When you download Tableau Desktop, by default Tableau adds a file folder to your documents folder called “My Tableau Repository.” This folder contains data and options for your desktop application. In addition to that repository, Beta users will have a folder called “My Tableau Beta Repository,” Tableau Prep users will have a folder called “My Tableau Prep Repository:”
- H:\Documents\My Tableau Repository
- H:\Documents\My Tableau Repository (Beta)
- H:\Documents\My Tableau Prep Repository
Due to limited storage in my university documents folder, it was recommended that I move my repository to another location on my computer that contained more storage. This folder location can be moved by clicking on the “File” tab on the top Desktop ribbon, clicking on “Repository Location,” (toward the bottom) then setting the new file path.
Note: The repository folders contain logs, error reports, and other items pertaining to individual workbooks. If the folder is moved to a shared drive/folder where others can use or share the same folder, I recommend consulting Tableau on best practices for this solution.
By moving the repository location, data from the original location will not be lost, but will be duplicated into the new location. Any new activity will be recorded into the new location.
Adding Custom Shapes To Tableau Desktop
There is a folder named “Shapes” within the main repository folder. In this folder, there are folders for each group of shapes that you see when you click on the shapes menu. To add a custom group of images, create a folder, name it, and then add the images. For example, I created a folder called “University Logos” that contains the logos of each of UW-Eau Claire’s peer institutions that I use for Tableau maps. This folder contains JPG, BMP, GIF, TIF, or PNG files with an image of each university’s logo.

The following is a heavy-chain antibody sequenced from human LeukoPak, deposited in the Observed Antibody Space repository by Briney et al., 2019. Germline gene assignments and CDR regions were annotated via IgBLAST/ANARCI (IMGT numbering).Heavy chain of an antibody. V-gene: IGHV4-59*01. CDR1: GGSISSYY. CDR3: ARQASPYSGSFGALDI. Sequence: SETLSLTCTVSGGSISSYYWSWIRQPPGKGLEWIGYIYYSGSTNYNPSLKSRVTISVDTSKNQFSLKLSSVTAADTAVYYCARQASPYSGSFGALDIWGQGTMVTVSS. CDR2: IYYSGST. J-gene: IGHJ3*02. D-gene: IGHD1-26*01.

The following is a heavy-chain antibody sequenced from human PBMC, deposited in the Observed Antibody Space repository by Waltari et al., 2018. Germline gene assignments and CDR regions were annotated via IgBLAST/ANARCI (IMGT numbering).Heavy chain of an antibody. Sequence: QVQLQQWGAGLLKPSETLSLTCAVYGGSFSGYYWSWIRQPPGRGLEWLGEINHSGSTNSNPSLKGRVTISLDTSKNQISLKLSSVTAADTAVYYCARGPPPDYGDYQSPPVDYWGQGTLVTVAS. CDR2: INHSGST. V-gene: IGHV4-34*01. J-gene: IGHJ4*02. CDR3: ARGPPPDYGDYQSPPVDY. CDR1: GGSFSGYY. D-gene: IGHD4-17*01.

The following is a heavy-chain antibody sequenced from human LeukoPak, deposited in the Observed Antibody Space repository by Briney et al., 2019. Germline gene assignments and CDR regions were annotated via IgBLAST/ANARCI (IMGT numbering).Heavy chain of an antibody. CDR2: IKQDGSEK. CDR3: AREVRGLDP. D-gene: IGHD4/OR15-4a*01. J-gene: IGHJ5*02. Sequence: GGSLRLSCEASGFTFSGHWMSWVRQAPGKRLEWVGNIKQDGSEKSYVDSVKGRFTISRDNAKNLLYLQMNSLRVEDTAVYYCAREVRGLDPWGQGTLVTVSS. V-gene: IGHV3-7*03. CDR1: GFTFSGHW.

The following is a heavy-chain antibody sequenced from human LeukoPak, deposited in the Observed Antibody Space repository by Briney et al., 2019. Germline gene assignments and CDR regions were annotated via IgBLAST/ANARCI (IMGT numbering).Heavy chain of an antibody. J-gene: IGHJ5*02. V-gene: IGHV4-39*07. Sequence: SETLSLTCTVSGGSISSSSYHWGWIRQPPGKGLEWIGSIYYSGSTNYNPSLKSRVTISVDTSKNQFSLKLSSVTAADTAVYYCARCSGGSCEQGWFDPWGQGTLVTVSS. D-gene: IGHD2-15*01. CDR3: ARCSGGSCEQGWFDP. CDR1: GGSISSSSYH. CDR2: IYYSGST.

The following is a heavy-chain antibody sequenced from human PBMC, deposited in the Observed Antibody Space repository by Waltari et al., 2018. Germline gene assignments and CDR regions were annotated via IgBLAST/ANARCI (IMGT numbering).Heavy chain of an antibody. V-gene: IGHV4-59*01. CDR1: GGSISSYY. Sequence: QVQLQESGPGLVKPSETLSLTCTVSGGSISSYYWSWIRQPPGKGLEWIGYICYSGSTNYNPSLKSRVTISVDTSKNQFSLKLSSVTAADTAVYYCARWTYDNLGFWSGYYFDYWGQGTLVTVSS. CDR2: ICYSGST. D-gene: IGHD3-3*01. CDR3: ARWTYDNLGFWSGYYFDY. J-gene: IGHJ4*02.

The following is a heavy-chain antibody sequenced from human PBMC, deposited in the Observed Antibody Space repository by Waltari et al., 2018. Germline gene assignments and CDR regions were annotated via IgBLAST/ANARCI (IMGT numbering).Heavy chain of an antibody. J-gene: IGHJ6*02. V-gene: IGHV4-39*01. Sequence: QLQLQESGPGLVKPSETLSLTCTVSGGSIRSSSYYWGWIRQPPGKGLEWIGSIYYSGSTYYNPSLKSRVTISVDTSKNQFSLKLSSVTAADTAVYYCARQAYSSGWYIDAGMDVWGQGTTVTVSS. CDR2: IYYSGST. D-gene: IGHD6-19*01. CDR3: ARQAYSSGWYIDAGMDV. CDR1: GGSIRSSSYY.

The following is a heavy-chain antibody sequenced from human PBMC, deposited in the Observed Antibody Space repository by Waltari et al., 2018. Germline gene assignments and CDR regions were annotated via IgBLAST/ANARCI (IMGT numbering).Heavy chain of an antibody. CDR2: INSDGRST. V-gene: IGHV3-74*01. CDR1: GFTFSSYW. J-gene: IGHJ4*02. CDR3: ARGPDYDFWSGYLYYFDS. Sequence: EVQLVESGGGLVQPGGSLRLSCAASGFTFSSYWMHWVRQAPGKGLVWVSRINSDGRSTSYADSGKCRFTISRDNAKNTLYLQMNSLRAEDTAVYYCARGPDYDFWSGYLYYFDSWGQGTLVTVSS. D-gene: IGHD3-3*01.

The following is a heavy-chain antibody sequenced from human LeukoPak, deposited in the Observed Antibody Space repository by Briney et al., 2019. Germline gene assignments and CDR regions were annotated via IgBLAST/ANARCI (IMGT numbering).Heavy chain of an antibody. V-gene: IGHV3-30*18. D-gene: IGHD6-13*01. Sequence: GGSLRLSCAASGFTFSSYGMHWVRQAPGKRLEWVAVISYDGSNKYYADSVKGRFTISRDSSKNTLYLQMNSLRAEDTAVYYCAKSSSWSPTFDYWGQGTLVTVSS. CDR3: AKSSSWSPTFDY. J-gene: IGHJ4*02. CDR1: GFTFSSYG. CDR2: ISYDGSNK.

Once files and folders have been updated, the shape menu will automatically update when Tableau Desktop is opened.
If Tableau Desktop was open when the folder or images were added, users will need to close and reopen Tableau Desktop.
Tip: Using Google Images is a simple way to find images to add to the Tableau Desktop environment. In the screenshot above, you can see that I have added a number of additional custom shape folders to this repository: NSSE, KPI Arrows, UW Logos, Factbook, etc.
If new shapes do not appear, users may need to click the “Reload Shapes” button once Tableau has been reopened.
In addition to pre-made images from Google Images, custom shapes can be added such as the KPI Arrows seen below. The folder contains images I created in PowerPoint that were then saved as an image file and saved in the repository. Other photo software could be used based on user preferences. Tableau prefers custom shapes to be approximately 32X32.
Adding Custom Color Palettes to Tableau Desktop
In the “My Tableau Repository” folder, there is a file called “preferences.tps” which can be opened using Notepad to customize your color palettes. The default file looks like this:
UW-Eau Claire has a brand manual that dictates official university colors to be used in all publications. We try to use the color palettes in almost all of the Tableau designs made for public consumption.
To update this preferences file with additional colors, the red text shows the added color palette based on the HEX codes:
In addition to individual colors, diverging and sequential color palettes can also be added as seen below in red text:
You can use these examples and edit the codes and palette name to fit your application. If you do not have a full color palette to use, you can create your own using online color palette creators by searching “color palette generators” in a web search engine.
Once you have added all the colors to the preferences file, simply save the file in the same location. Similar to adding shapes, users will need to close Tableau and reopen for the color palettes to update. Note: You can only have one preferences file in your Tableau repository folder.
Once the preferences file has been updated, you will see the new palettes in your selection window:
For more information, Tableau has many resources available online regarding these processes.